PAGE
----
James Larkin was born in Liverpool, England. He started working at the young age of seven to help his family income. James also known as Jim, is an Irish trade union leader and socialist activist. He went on his very first strike in 1905.
In 1905 Larkin went on strike at the docks where he was a foremen. He became a temporary organizer by his dedicated performance at this strike. By 1906 he gained a permanent position on the National Union of Dock Laborers. Between the years 1907 and 1914 Larkin organized several strikes. Some were successful and others…well were not.
In 1907 Larkin moved to Belfast, the capital and largest city of Northern Ireland, and founded the Irish Transport and General Workers Union, The Irish Labour Party, and than the Workers Union of Ireland. In Belfast the city’s dock workers were not getting the appropriate wage that they deserved. The strike lasted one month and ended in success.
In 1908, Larkin organized workers in Dublin, Cork, and Waterford. There, however was a dispute in Dublin that resulted in Larkins imprisonment for three months. He was prosecuted for giving union funds to Cork workers that were involved in an unofficial strike dispute. He was dropped from the National Union of Dock Laborers (NUDL).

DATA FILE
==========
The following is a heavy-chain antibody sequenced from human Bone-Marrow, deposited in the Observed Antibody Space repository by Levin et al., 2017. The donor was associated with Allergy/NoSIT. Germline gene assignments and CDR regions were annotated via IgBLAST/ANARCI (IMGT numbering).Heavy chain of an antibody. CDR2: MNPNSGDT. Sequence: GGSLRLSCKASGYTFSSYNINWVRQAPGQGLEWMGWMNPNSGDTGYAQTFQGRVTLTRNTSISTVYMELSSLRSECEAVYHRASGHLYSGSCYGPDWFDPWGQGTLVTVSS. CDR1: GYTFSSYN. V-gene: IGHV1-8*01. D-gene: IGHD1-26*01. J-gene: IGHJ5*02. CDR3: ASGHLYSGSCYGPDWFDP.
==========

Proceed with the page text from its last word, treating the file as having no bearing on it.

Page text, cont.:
After Larkin’s expulsion from the NUDL, he founded the Irish Transport and General Workers Union (ITGWU) in 1908. Today it’s known as Services Industrial Professional and Technical Union (SIPTU), which today it’s Ireland’s largest trade union. It has members working in construction, health, education, transport, and manufacturing trades.
The Irish Worker and People’s Advocate is the newspaper Larkin established in 1911. Many public figures and writers were featured in the paper. Unfortunately the papers last edition was printed in March of 1932. Read more: Jim Larkin – Biography and The Definite Biography of Big Jim Larkin
One of the main events most people might know Larkin was involved in was the Dublin Lockout. It was HUGE in Ireland. One of the two major companies that was involved is the world famous brewery Guinness. This is were Larkins slogan “A fair days work for a fair days pay” came into account. The lockout affected tens of thousands of Dublin’s workers and employees for seven long months. The lockout finally ended in 1914.
Larkin moved to the United States shortly after the lockout ended. He intended to “recharge” and help raise money for the union. He returned to Ireland in 1923 and immediately started touring at the country’s meetings for the trade members.
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